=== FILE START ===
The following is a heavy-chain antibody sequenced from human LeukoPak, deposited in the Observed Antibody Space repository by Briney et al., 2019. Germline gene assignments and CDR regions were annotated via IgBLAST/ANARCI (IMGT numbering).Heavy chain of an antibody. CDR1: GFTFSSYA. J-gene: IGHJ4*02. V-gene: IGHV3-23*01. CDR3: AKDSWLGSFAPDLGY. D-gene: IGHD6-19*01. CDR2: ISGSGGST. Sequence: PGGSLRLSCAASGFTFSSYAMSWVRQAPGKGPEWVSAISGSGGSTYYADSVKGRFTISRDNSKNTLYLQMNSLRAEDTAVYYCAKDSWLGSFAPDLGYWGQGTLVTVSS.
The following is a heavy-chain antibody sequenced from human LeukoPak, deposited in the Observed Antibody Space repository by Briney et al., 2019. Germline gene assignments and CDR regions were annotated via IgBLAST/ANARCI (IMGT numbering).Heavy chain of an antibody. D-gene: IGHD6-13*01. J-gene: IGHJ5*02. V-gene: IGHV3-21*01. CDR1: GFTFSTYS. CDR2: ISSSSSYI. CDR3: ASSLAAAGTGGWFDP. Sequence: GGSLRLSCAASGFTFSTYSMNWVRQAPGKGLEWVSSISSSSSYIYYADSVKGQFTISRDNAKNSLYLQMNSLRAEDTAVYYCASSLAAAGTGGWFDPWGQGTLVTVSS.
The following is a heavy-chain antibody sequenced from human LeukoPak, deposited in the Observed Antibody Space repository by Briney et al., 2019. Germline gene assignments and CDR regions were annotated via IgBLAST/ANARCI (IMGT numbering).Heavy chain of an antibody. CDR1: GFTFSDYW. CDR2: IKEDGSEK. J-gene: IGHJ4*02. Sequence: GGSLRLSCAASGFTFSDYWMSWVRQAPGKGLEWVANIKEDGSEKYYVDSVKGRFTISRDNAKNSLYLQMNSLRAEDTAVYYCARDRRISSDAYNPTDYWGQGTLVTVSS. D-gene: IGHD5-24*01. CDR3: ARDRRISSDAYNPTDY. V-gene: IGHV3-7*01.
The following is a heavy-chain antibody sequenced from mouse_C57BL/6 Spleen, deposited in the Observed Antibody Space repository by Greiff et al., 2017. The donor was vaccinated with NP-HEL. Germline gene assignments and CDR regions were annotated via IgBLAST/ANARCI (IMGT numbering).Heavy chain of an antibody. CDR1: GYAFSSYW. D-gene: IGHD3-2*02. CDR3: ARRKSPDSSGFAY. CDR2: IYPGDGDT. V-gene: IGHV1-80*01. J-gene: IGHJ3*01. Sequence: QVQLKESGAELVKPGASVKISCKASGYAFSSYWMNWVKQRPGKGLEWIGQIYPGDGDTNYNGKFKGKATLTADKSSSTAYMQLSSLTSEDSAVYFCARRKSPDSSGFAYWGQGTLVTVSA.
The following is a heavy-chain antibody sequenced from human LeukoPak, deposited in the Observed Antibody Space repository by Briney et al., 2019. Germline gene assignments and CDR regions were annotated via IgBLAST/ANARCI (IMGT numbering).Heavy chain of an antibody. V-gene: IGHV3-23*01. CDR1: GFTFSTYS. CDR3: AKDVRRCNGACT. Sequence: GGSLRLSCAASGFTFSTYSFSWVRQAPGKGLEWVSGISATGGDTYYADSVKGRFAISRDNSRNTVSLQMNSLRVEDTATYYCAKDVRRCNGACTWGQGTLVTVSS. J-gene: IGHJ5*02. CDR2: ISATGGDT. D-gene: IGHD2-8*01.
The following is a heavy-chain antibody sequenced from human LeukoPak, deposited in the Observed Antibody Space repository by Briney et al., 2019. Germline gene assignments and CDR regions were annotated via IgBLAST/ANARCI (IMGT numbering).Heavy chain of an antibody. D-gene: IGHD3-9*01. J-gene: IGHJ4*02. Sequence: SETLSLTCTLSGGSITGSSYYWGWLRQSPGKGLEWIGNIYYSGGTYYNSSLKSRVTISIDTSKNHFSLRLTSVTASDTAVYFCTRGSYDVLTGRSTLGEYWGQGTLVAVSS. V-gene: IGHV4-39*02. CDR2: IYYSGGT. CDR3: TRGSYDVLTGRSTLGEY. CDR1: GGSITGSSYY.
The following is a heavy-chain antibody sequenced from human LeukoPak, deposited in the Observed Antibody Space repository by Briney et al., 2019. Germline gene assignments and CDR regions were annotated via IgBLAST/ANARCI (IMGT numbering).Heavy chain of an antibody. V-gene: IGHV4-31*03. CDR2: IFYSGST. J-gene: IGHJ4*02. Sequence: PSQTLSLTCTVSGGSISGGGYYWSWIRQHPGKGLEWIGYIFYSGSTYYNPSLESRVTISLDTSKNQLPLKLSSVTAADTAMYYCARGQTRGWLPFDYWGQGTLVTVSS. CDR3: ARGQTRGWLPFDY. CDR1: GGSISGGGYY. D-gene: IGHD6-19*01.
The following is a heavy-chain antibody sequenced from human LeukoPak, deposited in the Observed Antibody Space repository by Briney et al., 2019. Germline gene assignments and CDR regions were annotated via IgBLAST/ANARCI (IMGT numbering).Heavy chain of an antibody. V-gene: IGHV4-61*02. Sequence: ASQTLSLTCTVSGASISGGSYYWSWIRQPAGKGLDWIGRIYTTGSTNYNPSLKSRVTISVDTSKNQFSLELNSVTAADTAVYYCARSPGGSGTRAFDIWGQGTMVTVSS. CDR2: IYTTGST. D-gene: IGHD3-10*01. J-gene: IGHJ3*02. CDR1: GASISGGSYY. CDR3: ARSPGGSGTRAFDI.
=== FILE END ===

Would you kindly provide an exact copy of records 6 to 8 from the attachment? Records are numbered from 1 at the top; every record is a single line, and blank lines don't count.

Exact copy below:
The following is a heavy-chain antibody sequenced from human LeukoPak, deposited in the Observed Antibody Space repository by Briney et al., 2019. Germline gene assignments and CDR regions were annotated via IgBLAST/ANARCI (IMGT numbering).Heavy chain of an antibody. D-gene: IGHD3-9*01. J-gene: IGHJ4*02. Sequence: SETLSLTCTLSGGSITGSSYYWGWLRQSPGKGLEWIGNIYYSGGTYYNSSLKSRVTISIDTSKNHFSLRLTSVTASDTAVYFCTRGSYDVLTGRSTLGEYWGQGTLVAVSS. V-gene: IGHV4-39*02. CDR2: IYYSGGT. CDR3: TRGSYDVLTGRSTLGEY. CDR1: GGSITGSSYY.
The following is a heavy-chain antibody sequenced from human LeukoPak, deposited in the Observed Antibody Space repository by Briney et al., 2019. Germline gene assignments and CDR regions were annotated via IgBLAST/ANARCI (IMGT numbering).Heavy chain of an antibody. V-gene: IGHV4-31*03. CDR2: IFYSGST. J-gene: IGHJ4*02. Sequence: PSQTLSLTCTVSGGSISGGGYYWSWIRQHPGKGLEWIGYIFYSGSTYYNPSLESRVTISLDTSKNQLPLKLSSVTAADTAMYYCARGQTRGWLPFDYWGQGTLVTVSS. CDR3: ARGQTRGWLPFDY. CDR1: GGSISGGGYY. D-gene: IGHD6-19*01.
The following is a heavy-chain antibody sequenced from human LeukoPak, deposited in the Observed Antibody Space repository by Briney et al., 2019. Germline gene assignments and CDR regions were annotated via IgBLAST/ANARCI (IMGT numbering).Heavy chain of an antibody. V-gene: IGHV4-61*02. Sequence: ASQTLSLTCTVSGASISGGSYYWSWIRQPAGKGLDWIGRIYTTGSTNYNPSLKSRVTISVDTSKNQFSLELNSVTAADTAVYYCARSPGGSGTRAFDIWGQGTMVTVSS. CDR2: IYTTGST. D-gene: IGHD3-10*01. J-gene: IGHJ3*02. CDR1: GASISGGSYY. CDR3: ARSPGGSGTRAFDI.